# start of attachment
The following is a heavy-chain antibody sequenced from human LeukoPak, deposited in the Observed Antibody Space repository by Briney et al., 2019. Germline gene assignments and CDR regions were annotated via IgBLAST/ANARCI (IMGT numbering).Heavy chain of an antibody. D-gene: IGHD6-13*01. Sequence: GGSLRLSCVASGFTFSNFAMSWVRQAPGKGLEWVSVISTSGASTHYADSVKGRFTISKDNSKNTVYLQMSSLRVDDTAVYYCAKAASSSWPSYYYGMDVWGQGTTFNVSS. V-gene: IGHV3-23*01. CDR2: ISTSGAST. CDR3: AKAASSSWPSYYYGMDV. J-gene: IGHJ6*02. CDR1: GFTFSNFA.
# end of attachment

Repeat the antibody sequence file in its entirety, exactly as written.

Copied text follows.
The following is a heavy-chain antibody sequenced from human LeukoPak, deposited in the Observed Antibody Space repository by Briney et al., 2019. Germline gene assignments and CDR regions were annotated via IgBLAST/ANARCI (IMGT numbering).Heavy chain of an antibody. D-gene: IGHD6-13*01. Sequence: GGSLRLSCVASGFTFSNFAMSWVRQAPGKGLEWVSVISTSGASTHYADSVKGRFTISKDNSKNTVYLQMSSLRVDDTAVYYCAKAASSSWPSYYYGMDVWGQGTTFNVSS. V-gene: IGHV3-23*01. CDR2: ISTSGAST. CDR3: AKAASSSWPSYYYGMDV. J-gene: IGHJ6*02. CDR1: GFTFSNFA.